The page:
My friend’s cottage is a modest and cozy beach home on the second line within walking distance of one of the local beaches. If you are fond of outdoor activities, Hilton Head makes a great place to live or visit, as there are hundreds of miles of walking / biking trails on the island, tennis courts (public and private), beaches and numerous golf courses. You can sail, kayak or motor the numerous waterways and play with dolphins just beyond the surf in the cool waters of the Atlantic Ocean. And yes, I saw one of the local alligators, denizens of the many lagoons and ponds found on the island. It is wise, if visiting with your dog, to keep the animal under leash control as the gators are fond of snacks.
The island is very pretty, when visible. We did take a short tour of the highlights, along scenic avenues lined with tall oaks dripping with Spanish moss, as well as round-headed pine trees and other shrubberies. It is a pretty place, but do be prepared for traffic if sticking to the main roads. The locals and those in the know drive on the back streets as much as possible to avoid the traffic knots. Thousands of tourists visit Hilton Head every year and if living there, you adjust accordingly.
We didn’t really sight-see a lot off island, but since I arrived and departed from the Atlanta International Airport, some 4.5 hours away, I was given a road tour of some of the towns, roads and countryside surrounding Atlanta and reaching down to Hilton Head, which sits near the border of South Carolina and that of Georgia. The Savannah River, a broad, muddy river is the state line, at least near the coast. In this dampish season, all the rivers and streams were muddy and filled to banks and beyond, especially on the trip on Sunday. The Atlanta area had been hard hit by an intense storm which left much local flooding.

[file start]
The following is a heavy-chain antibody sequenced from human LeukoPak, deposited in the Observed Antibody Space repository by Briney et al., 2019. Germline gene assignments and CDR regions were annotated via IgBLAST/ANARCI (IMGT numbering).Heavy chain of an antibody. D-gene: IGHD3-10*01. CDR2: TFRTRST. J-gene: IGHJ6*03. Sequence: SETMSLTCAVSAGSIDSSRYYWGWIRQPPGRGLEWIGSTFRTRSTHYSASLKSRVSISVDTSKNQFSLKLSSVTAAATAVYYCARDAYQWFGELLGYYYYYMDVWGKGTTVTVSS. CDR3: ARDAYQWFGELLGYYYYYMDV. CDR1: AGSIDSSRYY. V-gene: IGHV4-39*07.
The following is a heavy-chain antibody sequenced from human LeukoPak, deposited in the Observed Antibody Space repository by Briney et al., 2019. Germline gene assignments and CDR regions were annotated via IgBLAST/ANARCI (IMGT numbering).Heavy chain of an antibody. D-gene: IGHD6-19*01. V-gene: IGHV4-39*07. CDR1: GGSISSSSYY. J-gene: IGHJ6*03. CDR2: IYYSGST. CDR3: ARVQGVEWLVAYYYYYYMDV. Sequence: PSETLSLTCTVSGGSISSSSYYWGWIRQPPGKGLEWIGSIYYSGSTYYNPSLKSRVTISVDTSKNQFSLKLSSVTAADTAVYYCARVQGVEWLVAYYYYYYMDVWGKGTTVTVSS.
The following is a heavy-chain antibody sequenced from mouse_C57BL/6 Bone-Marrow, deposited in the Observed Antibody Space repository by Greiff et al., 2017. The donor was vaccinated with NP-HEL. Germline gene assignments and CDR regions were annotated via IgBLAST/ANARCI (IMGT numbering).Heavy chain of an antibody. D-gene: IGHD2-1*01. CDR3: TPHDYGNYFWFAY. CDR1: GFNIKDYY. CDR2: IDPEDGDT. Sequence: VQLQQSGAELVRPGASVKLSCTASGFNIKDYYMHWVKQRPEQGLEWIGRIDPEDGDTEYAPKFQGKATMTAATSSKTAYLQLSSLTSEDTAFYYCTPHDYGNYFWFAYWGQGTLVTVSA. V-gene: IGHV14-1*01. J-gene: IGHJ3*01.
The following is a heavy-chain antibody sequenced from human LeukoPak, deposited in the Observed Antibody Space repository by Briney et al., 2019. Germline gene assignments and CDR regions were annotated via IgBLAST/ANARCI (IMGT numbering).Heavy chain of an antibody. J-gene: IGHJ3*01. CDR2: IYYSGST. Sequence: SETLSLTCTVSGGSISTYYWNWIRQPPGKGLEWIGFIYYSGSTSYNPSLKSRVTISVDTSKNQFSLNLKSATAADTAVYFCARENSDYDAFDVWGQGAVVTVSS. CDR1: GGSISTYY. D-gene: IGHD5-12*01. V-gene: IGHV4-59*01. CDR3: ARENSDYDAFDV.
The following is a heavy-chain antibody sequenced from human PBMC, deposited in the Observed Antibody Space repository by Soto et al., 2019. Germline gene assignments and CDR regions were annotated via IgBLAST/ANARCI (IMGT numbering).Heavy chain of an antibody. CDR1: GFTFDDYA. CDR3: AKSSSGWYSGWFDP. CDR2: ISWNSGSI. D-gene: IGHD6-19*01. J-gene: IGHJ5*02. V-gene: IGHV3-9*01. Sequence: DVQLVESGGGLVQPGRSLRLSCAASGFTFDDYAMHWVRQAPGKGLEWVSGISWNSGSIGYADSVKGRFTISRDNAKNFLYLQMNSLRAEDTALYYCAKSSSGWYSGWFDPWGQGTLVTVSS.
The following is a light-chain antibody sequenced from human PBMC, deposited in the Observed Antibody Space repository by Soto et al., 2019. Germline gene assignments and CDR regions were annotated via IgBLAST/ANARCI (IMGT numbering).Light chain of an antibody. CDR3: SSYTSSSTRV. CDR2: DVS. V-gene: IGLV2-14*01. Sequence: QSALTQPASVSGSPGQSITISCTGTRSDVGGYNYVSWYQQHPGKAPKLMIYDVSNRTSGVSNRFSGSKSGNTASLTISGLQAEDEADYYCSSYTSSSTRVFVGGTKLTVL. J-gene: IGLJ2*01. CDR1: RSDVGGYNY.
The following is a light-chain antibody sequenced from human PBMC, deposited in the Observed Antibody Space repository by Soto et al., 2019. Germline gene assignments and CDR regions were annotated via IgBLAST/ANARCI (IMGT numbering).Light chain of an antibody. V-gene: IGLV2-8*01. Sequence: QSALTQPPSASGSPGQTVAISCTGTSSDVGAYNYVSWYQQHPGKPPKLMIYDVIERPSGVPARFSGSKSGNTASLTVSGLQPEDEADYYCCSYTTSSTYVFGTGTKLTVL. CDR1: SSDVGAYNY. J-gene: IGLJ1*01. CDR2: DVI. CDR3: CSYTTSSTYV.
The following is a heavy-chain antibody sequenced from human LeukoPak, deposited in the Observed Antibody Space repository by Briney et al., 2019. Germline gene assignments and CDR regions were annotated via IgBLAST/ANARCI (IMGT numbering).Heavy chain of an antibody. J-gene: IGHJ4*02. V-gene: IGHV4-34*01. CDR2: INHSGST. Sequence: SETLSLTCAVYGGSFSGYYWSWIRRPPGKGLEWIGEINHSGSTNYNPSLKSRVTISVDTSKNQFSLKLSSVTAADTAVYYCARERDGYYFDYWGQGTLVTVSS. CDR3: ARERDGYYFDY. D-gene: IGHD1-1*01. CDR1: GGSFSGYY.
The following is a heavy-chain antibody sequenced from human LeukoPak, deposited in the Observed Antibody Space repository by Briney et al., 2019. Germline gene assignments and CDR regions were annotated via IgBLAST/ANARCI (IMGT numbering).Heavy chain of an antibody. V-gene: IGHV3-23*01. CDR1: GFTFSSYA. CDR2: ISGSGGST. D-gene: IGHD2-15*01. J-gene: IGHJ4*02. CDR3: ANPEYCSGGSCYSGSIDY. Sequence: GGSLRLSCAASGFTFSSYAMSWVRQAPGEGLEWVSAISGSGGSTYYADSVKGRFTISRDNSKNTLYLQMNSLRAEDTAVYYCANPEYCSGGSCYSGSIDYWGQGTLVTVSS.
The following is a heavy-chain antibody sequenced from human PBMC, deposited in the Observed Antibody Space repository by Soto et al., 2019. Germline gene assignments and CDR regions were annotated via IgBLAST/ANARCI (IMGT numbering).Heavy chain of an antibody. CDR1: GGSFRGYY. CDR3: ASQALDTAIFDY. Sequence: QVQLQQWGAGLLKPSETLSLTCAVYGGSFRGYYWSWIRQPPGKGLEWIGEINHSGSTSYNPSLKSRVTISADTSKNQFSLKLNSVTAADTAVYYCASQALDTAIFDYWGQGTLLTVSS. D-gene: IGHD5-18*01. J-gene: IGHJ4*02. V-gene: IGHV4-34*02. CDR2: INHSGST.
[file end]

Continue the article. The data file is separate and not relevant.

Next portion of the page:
I’ve now traveled three times clear across the nation within seven months, more traveling than I have done in the previous ten years. On the flight back, there were a lot of clouds, but it did appear the Mid-West was rather snowy. The Rockies were mostly buried in billows of clouds. As we entered Washington, I could see the volcanoes poking out through the thick layers of cloud, gleaming white in the bright sun. And just as we popped down between layers of cloud while landing at Sea-Tac, I saw the entire front range of the Olympics etched out clearly on the Western horizon, gleaming white from fresh snow. While it isn’t home any longer, the Puget Sound area is stunningly beautiful at times.
Light snow greeted our arrival in Walla Walla as we popped down through more cloud layers, skimming the wheat fields to the north of town. I gathered up my checked luggage and cleaned a thin layer of snow and ice off the car which had been sitting in the free long-term parking of our local airport. The roads were still good and didn’t present a problem for me to get home. I was grateful to be in one piece, to see my cats and little house… and to go to bed after a very long, long trip.
The rest of the week, I hope to be writing a few pieces and enjoying a winter break. Enjoy your New Year’s Eve festivities. I plan to be home, enjoying a low-key day, maybe venturing out for a walk or two in the crisp 25 degree F weather.
Holiday blessings to all,